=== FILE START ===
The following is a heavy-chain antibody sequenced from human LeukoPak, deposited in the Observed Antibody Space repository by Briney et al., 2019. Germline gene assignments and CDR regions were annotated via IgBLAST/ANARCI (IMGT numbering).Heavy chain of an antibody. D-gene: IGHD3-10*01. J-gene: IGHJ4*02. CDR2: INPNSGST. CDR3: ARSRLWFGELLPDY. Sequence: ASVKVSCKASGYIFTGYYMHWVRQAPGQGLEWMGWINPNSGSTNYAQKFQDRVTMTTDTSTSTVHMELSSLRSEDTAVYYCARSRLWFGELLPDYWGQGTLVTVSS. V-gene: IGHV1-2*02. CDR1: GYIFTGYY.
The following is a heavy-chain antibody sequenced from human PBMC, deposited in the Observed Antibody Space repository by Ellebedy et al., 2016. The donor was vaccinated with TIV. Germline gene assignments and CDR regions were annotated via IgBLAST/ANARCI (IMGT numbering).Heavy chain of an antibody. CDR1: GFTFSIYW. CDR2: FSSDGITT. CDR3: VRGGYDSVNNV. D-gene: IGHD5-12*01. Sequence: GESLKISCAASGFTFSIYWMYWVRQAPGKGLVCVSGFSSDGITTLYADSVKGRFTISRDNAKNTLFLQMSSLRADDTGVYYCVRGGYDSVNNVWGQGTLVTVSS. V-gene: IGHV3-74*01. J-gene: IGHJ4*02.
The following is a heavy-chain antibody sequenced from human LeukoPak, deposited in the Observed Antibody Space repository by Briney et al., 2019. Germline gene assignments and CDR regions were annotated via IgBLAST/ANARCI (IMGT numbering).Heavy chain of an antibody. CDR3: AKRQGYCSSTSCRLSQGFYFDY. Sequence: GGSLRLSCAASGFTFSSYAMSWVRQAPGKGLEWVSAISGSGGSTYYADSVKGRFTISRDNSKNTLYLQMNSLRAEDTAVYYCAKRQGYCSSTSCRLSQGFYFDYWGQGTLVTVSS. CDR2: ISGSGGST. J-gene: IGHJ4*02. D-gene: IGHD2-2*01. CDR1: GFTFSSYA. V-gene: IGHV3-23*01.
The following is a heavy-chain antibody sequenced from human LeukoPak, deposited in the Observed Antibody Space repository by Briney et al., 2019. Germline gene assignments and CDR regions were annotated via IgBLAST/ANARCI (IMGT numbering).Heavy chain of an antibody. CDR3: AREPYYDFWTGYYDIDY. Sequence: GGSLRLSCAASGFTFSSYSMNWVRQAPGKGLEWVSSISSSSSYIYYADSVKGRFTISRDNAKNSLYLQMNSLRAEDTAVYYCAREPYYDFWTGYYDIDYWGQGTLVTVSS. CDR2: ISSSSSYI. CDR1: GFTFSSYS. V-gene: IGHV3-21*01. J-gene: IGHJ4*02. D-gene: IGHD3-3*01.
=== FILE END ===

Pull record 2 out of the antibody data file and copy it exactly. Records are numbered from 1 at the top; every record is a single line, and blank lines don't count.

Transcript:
The following is a heavy-chain antibody sequenced from human PBMC, deposited in the Observed Antibody Space repository by Ellebedy et al., 2016. The donor was vaccinated with TIV. Germline gene assignments and CDR regions were annotated via IgBLAST/ANARCI (IMGT numbering).Heavy chain of an antibody. CDR1: GFTFSIYW. CDR2: FSSDGITT. CDR3: VRGGYDSVNNV. D-gene: IGHD5-12*01. Sequence: GESLKISCAASGFTFSIYWMYWVRQAPGKGLVCVSGFSSDGITTLYADSVKGRFTISRDNAKNTLFLQMSSLRADDTGVYYCVRGGYDSVNNVWGQGTLVTVSS. V-gene: IGHV3-74*01. J-gene: IGHJ4*02.